GBCI Changes the LEED Challenge Process
Did you know that until recently anyone could challenge a certification issued under the Leadership in Energy and Environmental Design program of the United States Green Building Council? Did you know it could occur at any time, and be related to any point or prerequisite? Did you know that such a challenge could result in loss of specific credit points or even loss of a certification under LEED?
Many people were not aware of the LEED challenge process until it erupted onto the national landscape as a result of a controversial challenge on a Wisconsin school project, the Northland Pines High School. The challenge, and the resulting commentary, pointed out some significant problems with the challenge process as established by the Green Building Certification Institute. GBCI and USGBC have responded to that commentary by fixing one quite glaring problem and making significant progress on another. These changes to the challenge process may have eliminated what could have become a fatal flaw in the LEED rating system and associated procedures.
LEED Challenges Defined
GBCI included a process that allows a challenge to a certification issued on a project submitted under LEED. On the Northland Pines project, the project received a LEED Gold certification. A challenge was filed by individuals who claimed that the Northland Pines school failed to meet the prerequisite requirements for complying with ASHRAE Standard 62.1-1999 and ASHRAE Standard 90.1-1999.
After an extended process of design and documentation review, including retention of experts to review the project and related documents, the USGBC refused to revoke certification. Notably, one of the engineers hired by USGBC determined that requirements of the prerequisites were not met by the documentation originally submitted for certification. In addition, USGBC and GBCI permitted the school to rely upon data and documentation submitted after the certification—and indeed after the challenge—to demonstrate compliance with LEED certification requirements. Nevertheless, USGBC found that the full body of submitted materials demonstrated that LEED Gold was appropriate for the project.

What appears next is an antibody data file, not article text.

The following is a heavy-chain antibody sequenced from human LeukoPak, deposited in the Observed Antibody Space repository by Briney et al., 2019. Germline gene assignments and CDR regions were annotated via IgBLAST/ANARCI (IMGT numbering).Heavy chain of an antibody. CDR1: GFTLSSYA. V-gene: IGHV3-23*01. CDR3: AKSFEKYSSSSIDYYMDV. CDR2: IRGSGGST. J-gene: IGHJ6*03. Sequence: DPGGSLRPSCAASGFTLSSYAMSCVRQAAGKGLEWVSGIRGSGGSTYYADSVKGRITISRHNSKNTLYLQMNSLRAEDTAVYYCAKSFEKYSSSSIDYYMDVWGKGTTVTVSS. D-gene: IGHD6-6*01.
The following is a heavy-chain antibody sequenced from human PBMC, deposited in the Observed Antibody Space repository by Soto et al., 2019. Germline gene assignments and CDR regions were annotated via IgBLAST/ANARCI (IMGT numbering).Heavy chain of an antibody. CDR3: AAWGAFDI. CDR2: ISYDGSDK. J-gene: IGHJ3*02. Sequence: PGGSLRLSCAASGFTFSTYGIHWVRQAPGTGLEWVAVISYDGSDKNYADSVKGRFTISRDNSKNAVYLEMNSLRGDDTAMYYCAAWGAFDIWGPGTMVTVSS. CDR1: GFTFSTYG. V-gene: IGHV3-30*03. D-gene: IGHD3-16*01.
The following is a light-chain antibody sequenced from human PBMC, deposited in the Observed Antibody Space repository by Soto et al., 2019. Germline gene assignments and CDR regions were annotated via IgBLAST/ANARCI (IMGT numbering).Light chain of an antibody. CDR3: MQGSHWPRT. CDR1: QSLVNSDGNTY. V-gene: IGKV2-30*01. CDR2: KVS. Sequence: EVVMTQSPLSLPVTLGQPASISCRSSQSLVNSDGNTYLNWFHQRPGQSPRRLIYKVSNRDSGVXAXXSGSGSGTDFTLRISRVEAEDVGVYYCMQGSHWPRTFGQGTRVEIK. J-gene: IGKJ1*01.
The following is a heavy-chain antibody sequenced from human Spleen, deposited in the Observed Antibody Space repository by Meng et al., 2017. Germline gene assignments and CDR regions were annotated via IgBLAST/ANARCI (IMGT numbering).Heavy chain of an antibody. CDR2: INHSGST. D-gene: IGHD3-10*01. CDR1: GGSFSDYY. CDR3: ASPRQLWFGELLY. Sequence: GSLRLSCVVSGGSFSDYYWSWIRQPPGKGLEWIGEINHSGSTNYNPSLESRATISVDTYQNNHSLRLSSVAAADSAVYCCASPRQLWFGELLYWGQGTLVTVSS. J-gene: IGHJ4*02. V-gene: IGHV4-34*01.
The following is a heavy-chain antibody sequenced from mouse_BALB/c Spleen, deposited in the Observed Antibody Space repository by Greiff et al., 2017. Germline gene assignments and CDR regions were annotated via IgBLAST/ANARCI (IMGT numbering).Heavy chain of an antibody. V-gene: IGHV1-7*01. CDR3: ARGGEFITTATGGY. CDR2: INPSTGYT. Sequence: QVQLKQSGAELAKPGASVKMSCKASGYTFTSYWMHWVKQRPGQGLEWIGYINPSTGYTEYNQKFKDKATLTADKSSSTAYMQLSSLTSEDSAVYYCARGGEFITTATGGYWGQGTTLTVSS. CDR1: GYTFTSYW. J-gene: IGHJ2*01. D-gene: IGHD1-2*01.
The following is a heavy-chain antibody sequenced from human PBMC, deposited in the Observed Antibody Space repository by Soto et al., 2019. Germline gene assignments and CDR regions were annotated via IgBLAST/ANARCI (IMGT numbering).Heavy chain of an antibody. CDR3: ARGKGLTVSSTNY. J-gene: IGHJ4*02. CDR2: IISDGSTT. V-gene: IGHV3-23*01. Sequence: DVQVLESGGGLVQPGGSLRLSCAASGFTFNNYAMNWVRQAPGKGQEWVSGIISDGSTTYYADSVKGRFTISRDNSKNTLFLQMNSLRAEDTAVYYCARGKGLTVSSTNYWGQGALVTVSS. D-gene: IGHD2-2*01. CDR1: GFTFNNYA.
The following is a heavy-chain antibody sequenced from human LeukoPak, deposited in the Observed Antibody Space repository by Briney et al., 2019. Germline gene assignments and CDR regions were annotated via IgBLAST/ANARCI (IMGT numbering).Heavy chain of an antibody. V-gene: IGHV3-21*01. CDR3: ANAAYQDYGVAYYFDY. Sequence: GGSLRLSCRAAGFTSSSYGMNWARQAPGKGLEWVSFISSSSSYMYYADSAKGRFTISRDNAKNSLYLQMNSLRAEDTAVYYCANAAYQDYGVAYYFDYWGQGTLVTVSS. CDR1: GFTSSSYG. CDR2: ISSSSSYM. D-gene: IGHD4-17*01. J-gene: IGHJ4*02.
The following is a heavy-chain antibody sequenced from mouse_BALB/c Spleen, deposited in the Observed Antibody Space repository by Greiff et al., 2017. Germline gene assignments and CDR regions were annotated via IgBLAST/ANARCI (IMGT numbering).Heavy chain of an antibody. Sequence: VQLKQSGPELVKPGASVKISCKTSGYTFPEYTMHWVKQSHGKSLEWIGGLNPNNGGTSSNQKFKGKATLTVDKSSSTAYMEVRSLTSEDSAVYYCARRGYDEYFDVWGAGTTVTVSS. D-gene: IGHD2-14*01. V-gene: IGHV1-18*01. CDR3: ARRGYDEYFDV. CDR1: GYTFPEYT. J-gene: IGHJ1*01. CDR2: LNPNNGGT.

Process Compared to Common Law
Even before the Northland Pines case, some raised concerns with the LEED challenge process. The challenge process contained literally no time limitations. This meant that a complaining party could raise objections to a certification into infinity. Perhaps more troubling, the challenge process contained no limitations on who could file a challenge.
While the need for some process to challenge illegitimate certifications seems self-evident, including no time or party limitations was an invitation to disaster. Development projects typically face significant neighborhood opposition. Economic reality means that builders, developers, and contractors operate in a highly competitive environment. The wide-open LEED challenge process seemed an invitation for disappointed bidders, project competitors and frustrated neighbors with an excess of “NIMBYism” to attack and potentially scuttle projects by abusing the challenge process.
The LEED challenge process should be compared with the legal system. All states have statutes of limitations to provide time limits on when parties may sue. The law generally requires a party to demonstrate that they have some actionable interest to show there is standing to file suit. With no such hurdles and little real expense, the LEED challenge process threatened to become an open invitation for mischief.
New Challenge Process Language
The new policy manual contains some interesting tweaks that will hopefully stop the significant holes in the last iteration of the challenge process:
1. Rather than the unlimited timeline in the original process, “GBCI shall not open a formal investigation related to any project beyond two (2) years after the date the project is awarded LEED certification.”
2. “Parties seeking to submit a complaint ... must have personal knowledge of any event or condition that would prevent a project from satisfying a particular credit, prerequisite or MPR.” This is not a standing requirement per se, but at least imposes some attempt to limit the parties that can file challenges.
One interesting aspect of this fix is that it occurred virtually under the radar. I found the new policy when digging for an old link to the old policy and found the link was broken. I contacted my green legal national network and no one had heard of the change. There was no announcement, no press release, not even a blog post from GBCI to announce the change.
The lack of clarity and publicity raises an eyebrow and perhaps a bit of hesitation. Still, the responsiveness of USGBC and GBCI to fix identified problems is definitely laudable. It appears the GBCI has heeded the very reasonable concerns raised regarding the complete free-for-all the original procedure invited. It remains to be seen how the newly defined challenge process will play out in the future.